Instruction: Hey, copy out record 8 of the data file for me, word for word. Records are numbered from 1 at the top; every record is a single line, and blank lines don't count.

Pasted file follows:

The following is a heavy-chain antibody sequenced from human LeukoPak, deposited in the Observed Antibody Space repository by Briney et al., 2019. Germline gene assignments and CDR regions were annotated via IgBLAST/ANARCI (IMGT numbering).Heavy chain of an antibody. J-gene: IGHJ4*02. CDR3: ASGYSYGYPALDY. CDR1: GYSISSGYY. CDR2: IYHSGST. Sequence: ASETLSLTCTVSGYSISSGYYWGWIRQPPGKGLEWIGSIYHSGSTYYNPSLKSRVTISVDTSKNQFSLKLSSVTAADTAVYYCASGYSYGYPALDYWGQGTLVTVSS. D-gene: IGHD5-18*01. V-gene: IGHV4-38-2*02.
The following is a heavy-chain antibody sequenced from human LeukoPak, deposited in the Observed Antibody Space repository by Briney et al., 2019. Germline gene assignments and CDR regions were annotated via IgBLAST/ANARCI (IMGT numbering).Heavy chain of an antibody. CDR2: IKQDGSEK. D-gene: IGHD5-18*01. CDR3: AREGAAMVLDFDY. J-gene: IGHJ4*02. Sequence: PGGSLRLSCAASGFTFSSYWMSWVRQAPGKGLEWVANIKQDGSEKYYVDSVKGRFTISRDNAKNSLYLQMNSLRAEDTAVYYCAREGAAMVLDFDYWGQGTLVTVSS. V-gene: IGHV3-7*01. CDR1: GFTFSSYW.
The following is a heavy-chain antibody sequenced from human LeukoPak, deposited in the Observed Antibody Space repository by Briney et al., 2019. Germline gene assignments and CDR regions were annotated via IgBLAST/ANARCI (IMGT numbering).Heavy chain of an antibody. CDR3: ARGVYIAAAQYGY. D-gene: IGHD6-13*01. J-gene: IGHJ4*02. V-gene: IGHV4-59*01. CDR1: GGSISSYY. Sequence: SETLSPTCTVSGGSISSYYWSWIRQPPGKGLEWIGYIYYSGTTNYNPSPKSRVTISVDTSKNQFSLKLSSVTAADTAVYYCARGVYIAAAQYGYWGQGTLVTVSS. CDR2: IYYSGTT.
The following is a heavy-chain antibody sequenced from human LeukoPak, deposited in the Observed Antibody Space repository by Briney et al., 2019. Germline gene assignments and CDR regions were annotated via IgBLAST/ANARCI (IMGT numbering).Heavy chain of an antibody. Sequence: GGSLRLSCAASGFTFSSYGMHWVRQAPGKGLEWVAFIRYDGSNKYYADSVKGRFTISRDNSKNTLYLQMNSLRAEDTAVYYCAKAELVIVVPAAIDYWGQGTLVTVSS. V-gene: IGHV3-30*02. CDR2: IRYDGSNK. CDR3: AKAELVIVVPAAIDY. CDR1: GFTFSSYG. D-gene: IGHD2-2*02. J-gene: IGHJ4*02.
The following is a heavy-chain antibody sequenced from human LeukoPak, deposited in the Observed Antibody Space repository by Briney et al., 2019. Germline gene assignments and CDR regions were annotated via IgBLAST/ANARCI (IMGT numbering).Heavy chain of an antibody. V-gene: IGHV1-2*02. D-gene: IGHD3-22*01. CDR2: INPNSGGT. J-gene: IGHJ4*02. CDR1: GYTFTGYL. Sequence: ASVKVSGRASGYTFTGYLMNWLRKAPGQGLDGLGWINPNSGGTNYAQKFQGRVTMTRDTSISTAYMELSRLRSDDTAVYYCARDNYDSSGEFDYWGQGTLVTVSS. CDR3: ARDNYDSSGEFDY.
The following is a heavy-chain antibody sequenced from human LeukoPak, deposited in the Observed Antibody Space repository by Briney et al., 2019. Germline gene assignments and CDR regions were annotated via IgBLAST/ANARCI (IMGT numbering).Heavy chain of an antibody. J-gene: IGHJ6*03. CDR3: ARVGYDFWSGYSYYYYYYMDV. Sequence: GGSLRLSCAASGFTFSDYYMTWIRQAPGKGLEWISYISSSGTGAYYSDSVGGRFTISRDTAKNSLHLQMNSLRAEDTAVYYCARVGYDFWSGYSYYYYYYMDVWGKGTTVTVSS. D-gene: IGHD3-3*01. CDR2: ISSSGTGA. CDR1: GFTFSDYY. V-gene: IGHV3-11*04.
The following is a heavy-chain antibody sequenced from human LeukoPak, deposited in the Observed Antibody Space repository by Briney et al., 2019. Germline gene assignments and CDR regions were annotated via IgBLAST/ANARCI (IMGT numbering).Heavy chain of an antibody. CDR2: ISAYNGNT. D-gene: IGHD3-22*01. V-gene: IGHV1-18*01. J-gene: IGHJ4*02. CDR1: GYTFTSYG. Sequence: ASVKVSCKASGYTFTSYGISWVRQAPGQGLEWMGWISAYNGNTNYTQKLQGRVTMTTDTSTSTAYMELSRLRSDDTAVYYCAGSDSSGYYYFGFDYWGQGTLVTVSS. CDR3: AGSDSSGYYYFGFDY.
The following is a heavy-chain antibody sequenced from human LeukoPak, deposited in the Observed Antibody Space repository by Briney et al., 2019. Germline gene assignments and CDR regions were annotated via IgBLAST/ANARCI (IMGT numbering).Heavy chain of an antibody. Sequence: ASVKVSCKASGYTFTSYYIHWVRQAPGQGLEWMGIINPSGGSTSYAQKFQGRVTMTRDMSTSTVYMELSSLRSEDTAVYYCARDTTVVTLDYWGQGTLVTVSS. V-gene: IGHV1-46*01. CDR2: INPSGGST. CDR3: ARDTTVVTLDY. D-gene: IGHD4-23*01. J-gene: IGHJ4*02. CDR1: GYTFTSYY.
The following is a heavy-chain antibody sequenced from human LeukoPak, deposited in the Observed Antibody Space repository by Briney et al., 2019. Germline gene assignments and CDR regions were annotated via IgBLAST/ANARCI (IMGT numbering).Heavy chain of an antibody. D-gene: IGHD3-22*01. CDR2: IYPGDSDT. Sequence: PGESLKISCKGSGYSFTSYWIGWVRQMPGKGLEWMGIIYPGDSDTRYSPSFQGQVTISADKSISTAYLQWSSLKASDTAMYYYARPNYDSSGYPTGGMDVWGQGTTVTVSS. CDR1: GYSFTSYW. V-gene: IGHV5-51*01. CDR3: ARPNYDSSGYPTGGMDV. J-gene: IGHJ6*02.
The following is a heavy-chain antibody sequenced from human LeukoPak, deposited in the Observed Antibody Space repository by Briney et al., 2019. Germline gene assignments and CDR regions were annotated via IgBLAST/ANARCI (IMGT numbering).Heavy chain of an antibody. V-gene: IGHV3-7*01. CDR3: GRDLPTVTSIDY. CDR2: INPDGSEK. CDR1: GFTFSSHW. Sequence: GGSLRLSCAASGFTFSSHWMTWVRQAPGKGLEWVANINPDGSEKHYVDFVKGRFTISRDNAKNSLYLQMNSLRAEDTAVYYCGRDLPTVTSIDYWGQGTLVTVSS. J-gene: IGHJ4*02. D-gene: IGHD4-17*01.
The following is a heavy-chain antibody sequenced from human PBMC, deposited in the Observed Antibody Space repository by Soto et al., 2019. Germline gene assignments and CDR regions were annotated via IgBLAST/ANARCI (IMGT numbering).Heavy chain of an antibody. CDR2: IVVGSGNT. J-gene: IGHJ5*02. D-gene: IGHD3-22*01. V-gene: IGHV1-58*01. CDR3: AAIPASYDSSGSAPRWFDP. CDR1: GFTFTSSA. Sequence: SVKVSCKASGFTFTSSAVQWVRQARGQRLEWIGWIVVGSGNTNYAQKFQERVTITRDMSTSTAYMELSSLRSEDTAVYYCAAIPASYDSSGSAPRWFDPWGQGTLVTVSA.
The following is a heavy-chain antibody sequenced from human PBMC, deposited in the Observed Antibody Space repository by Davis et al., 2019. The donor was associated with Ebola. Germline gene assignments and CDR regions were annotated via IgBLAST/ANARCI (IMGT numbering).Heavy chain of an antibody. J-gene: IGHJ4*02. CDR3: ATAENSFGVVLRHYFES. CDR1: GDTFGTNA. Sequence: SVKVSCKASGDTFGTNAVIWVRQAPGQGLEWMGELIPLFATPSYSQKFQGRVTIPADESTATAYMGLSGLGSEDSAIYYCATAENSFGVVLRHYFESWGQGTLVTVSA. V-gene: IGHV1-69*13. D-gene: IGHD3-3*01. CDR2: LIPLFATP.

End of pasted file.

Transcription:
The following is a heavy-chain antibody sequenced from human LeukoPak, deposited in the Observed Antibody Space repository by Briney et al., 2019. Germline gene assignments and CDR regions were annotated via IgBLAST/ANARCI (IMGT numbering).Heavy chain of an antibody. Sequence: ASVKVSCKASGYTFTSYYIHWVRQAPGQGLEWMGIINPSGGSTSYAQKFQGRVTMTRDMSTSTVYMELSSLRSEDTAVYYCARDTTVVTLDYWGQGTLVTVSS. V-gene: IGHV1-46*01. CDR2: INPSGGST. CDR3: ARDTTVVTLDY. D-gene: IGHD4-23*01. J-gene: IGHJ4*02. CDR1: GYTFTSYY.